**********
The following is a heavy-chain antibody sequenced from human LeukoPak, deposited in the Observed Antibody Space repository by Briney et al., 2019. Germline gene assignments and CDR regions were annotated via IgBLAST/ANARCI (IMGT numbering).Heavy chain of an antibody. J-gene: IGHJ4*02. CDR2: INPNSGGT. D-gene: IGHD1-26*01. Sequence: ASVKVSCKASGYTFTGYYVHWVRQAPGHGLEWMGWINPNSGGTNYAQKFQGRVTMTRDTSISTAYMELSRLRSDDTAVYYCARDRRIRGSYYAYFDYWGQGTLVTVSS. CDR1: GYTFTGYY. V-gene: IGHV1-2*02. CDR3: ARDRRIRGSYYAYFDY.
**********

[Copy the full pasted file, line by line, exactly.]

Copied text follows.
The following is a heavy-chain antibody sequenced from human LeukoPak, deposited in the Observed Antibody Space repository by Briney et al., 2019. Germline gene assignments and CDR regions were annotated via IgBLAST/ANARCI (IMGT numbering).Heavy chain of an antibody. J-gene: IGHJ4*02. CDR2: INPNSGGT. D-gene: IGHD1-26*01. Sequence: ASVKVSCKASGYTFTGYYVHWVRQAPGHGLEWMGWINPNSGGTNYAQKFQGRVTMTRDTSISTAYMELSRLRSDDTAVYYCARDRRIRGSYYAYFDYWGQGTLVTVSS. CDR1: GYTFTGYY. V-gene: IGHV1-2*02. CDR3: ARDRRIRGSYYAYFDY.